Originally published April 30, 2020 in the Porterville Recorder.

By Charles Whisnand

Call it Tik Tok meets hopscotch.

Porterville Unified School District physical education teacher Shelby Lozano has found ways to connect with her students on a daily basis through distance learning she wouldn’t have been able to do while school campuses were still open.

Lozano teachers 430 fourth through sixth graders at Monte Vista and Santa Fe Elementary Schools. Normally during the school year, Lozano would meet with her students two to three times a week.

But now through distance learning, Lozano has her students exercising 30 minutes a day, five days a week.

Lozano has set up Google Classroom to connect with her students. She has found other ways to connect with her students such as YouTube and TikTok, the video app that’s popular with youth. “I had no idea what TikTok was,” Lozano said.

Through TikTok, Lozano learned the Panini challenge, a dance to Lil Nas X’s hit song. But also through TikTok her students learned what hopscotch was.

Lozano said one of her students told her “oh my gosh that’s hopscotch” when talking about what they saw on TikTok.

Lozano remembers at the beginning of this school year when another student saw some painted lines and asked what they were for. Lozano said that’s when she realized “I need to teach them that this year,” referring to hopscotch.

So Lozano has used YouTube to go old school, showing students to use something they’ve likely never used before — chalk — to draw hopscotch lines or other patterns on the sidewalk to be used for physical activity.

Lozano said one of her students drew an obstacle course. “It’s way better than my course,” she said.

Students are also required to fill out a form reflecting on their physical activities. “They reflect on what they did, why they did it and what they enjoyed about it,” Lozano said.

Lozano is a 2014 Granite Hills High graduate who went on to Fresno State. Her mother, Shelly Lozano, teaches P.E. at Granite Hills.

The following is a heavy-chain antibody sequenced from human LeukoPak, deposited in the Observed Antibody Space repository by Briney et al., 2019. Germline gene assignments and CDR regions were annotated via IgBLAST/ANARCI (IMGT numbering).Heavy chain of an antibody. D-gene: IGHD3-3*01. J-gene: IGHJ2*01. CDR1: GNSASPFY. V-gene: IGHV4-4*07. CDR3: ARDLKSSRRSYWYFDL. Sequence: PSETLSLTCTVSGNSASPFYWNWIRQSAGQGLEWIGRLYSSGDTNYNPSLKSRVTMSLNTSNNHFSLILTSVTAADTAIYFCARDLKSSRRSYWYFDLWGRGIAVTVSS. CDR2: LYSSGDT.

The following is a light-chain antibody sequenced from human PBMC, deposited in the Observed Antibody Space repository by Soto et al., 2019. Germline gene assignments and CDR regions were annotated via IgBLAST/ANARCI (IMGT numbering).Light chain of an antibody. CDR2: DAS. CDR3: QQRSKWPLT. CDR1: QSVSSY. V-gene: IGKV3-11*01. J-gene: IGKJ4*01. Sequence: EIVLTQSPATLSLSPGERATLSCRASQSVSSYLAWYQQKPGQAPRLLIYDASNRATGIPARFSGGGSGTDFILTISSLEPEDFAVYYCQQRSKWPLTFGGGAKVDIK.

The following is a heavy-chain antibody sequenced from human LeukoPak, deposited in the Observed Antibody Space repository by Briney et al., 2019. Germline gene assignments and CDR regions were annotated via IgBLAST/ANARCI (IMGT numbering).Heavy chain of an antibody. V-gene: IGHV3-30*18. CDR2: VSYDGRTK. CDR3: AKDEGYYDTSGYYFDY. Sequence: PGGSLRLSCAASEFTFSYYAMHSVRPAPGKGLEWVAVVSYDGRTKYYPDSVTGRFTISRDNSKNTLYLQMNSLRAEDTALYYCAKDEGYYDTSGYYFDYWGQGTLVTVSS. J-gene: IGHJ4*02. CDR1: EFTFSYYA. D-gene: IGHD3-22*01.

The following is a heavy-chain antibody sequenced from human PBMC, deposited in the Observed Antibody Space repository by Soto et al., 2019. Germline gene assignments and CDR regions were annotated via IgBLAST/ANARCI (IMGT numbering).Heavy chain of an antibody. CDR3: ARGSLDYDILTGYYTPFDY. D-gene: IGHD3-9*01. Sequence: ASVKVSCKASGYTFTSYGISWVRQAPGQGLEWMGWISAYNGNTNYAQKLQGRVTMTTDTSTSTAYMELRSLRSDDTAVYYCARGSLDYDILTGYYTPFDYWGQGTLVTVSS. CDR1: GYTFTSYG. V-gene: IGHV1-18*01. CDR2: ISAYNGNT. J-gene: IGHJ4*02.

Lozano is in her second year of teaching. As a young teacher, she has reached out to state and national P.E. Associations when it comes to instruction through distance learning.

“I’ve been using their ideas in incorporating things and connecting with my students in Porterville,” said Lozano about using the expertise of other P.E. teachers on the state and national level.

Lozano posts videos on YouTube presenting ideas for what students can do. Among what’s posted on YouTube is a challenge to do 50 jumping jacks a day and the sock basketball challenge.

Lozano said she’s trying to come up with activities students can do at home. “They don’t have access to facilities,” said Lozano about such places as schools and parks being closed.

And parents and siblings are joining Lozano’s students in their activities. “It’s really awesome to see the families joining,” Lozano said. “You don’t get that at school.”

Lozano’s brother joined her in the video on the challenge to do 50 jumping jacks daily and her mother joined her for the sock basketball challenge.

Lozano has even created a movie-like trailer she posted on YouTube encouraging students to do the challenge of 50 jumping jacks daily.

She said students can use her ideas or come up with their own ideas such as riding a bike.

While it’s recommended youth receive 60 minutes daily of physical activity, Lozano said it’s a good step to having students doing 30 minutes of physical activity a day at home. “Making them move is really important,” Lozano said.

“What I like to teach is lifetime movement. It’s a lifetime skill or a lifetime movement they can use for the rest of their life.”

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